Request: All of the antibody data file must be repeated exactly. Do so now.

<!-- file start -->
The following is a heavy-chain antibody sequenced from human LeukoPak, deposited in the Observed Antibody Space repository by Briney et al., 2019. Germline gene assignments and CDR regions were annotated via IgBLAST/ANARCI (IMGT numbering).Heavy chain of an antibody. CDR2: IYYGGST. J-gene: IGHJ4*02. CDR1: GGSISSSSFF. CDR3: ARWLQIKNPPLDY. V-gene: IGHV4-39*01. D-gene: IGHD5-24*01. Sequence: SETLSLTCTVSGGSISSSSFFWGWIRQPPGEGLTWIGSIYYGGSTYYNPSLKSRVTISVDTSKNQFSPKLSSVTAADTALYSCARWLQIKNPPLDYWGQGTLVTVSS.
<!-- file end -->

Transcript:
The following is a heavy-chain antibody sequenced from human LeukoPak, deposited in the Observed Antibody Space repository by Briney et al., 2019. Germline gene assignments and CDR regions were annotated via IgBLAST/ANARCI (IMGT numbering).Heavy chain of an antibody. CDR2: IYYGGST. J-gene: IGHJ4*02. CDR1: GGSISSSSFF. CDR3: ARWLQIKNPPLDY. V-gene: IGHV4-39*01. D-gene: IGHD5-24*01. Sequence: SETLSLTCTVSGGSISSSSFFWGWIRQPPGEGLTWIGSIYYGGSTYYNPSLKSRVTISVDTSKNQFSPKLSSVTAADTALYSCARWLQIKNPPLDYWGQGTLVTVSS.